Background: Insulin autoimmune syndrome (IAS) is a rare condition in which spontaneous severe hypoglycemia without previous exposure to exogenous insulin, and is characterized by hyperinsulinemia and high titers of insulin autoantibodies (IAA).
Methods: This paper reports a case of IAS with false insulin test results due to the hook effect.
Results: The patient's blood samples were collected at 0, 30, 60, 120, 180 minutes for measurement of serum insulin after a 3-hour oral glucose tolerance test (OGTT). The results of serum insulin levels were 1,698.6 pmol/L at fasting, 1,633.05 pmol/L at 30 minutes post load, 1,691.14 pmol/L at 60 minutes post load, 1,780.67 pmol/L at 120 minutes post load, and 1,807.93 pmol/L at 180 minutes post load. Dilution and re-analysis of the specimens revealed that the actual insulin concentrations were 217,516 pmol/L at fasting, 228,456 pmol/L at 30 minutes post load, 250,474 pmol/L at 60 minutes post load, 273,266 pmol/L at 120 minutes post load, and 291,232 pmol/L at 180 minutes post load. The insulin level results before and after the dilution had significant discrepancies. It was the hook effect caused by the high concentration of insulin in the serum that made the first test inaccurate.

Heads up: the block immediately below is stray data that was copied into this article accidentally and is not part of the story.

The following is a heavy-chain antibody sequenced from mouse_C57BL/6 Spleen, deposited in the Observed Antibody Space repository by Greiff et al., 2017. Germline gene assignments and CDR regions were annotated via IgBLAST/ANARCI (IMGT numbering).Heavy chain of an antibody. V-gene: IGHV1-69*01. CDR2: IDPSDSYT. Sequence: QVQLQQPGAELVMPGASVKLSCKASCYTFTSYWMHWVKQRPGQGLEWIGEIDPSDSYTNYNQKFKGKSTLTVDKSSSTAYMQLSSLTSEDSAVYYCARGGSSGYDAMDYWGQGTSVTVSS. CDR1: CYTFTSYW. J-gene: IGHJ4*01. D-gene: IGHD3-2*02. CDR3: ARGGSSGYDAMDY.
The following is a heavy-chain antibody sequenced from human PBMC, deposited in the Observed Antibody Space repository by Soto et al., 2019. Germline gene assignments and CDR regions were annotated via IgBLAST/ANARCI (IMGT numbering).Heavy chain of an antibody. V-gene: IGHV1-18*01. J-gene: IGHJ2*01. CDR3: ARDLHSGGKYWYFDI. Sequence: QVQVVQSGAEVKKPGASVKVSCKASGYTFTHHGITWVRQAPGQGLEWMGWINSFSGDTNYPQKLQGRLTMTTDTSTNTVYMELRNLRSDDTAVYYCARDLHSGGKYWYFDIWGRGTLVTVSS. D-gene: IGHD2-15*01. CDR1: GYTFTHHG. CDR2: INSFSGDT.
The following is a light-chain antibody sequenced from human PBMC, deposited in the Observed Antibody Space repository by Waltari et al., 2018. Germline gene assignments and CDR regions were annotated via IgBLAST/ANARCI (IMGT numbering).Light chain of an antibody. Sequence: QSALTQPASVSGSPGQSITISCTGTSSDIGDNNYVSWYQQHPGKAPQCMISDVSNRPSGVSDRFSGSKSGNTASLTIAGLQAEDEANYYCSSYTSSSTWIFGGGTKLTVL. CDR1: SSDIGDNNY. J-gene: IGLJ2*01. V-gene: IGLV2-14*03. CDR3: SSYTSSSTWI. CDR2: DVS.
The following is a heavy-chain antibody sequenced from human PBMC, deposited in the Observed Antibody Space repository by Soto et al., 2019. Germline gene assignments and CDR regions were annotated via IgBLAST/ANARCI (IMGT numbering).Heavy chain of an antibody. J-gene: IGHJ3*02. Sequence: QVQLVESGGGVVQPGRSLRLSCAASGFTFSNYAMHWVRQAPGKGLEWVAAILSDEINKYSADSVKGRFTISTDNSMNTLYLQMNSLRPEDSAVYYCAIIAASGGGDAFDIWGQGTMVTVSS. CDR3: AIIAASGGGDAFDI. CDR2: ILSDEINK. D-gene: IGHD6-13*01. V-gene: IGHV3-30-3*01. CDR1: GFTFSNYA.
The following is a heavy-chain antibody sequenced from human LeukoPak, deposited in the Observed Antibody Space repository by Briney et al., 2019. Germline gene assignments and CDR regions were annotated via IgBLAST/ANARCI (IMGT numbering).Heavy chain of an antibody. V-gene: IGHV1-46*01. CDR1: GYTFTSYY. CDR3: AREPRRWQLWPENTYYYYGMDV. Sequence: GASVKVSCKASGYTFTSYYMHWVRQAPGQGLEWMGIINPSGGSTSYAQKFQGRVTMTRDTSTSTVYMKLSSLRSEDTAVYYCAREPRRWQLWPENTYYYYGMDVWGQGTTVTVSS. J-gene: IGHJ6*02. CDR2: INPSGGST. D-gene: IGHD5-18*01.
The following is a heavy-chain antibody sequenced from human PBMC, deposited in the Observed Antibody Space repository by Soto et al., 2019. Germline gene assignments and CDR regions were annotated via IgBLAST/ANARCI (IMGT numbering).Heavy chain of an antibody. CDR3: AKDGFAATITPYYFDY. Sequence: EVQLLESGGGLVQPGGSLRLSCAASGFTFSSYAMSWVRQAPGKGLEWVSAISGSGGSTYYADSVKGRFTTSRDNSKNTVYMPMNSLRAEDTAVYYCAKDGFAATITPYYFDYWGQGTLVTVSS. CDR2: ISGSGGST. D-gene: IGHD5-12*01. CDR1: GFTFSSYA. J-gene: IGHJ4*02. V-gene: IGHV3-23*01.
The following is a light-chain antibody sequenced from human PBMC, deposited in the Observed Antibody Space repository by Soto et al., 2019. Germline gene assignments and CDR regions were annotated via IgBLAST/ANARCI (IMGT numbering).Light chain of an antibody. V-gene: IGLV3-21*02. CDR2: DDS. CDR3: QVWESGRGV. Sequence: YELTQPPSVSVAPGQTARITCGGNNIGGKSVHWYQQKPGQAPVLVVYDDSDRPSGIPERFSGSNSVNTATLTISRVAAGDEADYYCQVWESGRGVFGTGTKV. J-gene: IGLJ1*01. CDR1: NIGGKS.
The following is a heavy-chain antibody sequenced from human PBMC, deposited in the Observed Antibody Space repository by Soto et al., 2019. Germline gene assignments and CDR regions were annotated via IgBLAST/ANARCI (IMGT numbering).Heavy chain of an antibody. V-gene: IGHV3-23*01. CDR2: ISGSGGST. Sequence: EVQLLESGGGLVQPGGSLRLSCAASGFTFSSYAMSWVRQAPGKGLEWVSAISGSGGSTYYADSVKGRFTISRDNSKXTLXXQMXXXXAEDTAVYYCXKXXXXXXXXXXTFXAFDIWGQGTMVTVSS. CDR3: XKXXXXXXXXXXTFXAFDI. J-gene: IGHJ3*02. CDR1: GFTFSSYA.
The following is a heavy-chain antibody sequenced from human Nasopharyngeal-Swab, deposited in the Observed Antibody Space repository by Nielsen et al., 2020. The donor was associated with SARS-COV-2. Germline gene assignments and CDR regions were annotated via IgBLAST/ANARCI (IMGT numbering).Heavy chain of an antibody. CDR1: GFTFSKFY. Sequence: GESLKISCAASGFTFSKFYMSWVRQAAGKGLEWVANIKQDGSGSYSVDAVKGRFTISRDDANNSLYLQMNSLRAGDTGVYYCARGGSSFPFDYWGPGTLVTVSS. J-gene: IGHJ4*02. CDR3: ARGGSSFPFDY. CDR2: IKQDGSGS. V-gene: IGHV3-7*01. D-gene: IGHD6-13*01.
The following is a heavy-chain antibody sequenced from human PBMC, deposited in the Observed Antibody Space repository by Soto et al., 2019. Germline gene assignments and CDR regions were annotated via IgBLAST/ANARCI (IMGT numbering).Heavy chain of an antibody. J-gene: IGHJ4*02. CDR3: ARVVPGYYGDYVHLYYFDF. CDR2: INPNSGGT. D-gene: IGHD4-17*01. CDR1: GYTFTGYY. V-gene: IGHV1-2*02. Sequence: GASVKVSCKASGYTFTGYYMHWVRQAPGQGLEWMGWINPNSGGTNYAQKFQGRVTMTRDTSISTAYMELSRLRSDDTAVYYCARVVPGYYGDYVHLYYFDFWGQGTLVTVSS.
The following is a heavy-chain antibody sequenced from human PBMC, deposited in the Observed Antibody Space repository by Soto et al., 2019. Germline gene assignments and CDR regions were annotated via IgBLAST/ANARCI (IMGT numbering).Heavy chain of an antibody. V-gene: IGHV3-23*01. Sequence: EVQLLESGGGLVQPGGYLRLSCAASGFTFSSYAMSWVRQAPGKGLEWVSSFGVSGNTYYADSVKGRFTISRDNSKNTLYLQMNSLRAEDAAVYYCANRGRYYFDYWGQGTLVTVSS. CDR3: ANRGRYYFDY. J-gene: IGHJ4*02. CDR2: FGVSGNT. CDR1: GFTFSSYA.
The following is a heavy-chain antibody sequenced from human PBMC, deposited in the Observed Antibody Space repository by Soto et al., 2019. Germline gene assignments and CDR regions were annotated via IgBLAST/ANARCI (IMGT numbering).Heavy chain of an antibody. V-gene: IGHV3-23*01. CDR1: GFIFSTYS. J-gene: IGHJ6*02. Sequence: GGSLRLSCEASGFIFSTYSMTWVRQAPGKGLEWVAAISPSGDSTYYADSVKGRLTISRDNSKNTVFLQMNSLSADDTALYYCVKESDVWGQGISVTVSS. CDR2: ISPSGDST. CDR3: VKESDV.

Conclusions: Serum insulin in patients with IAS is abnormally elevated, and extremely high concentrations of it may have a hook effect during assay resulting in inaccurate results. The laboratory should analyze and review the test results in combination with the patient's clinical case data, to detect interference in time and avoid erroneous diagnosis and treatment of patients.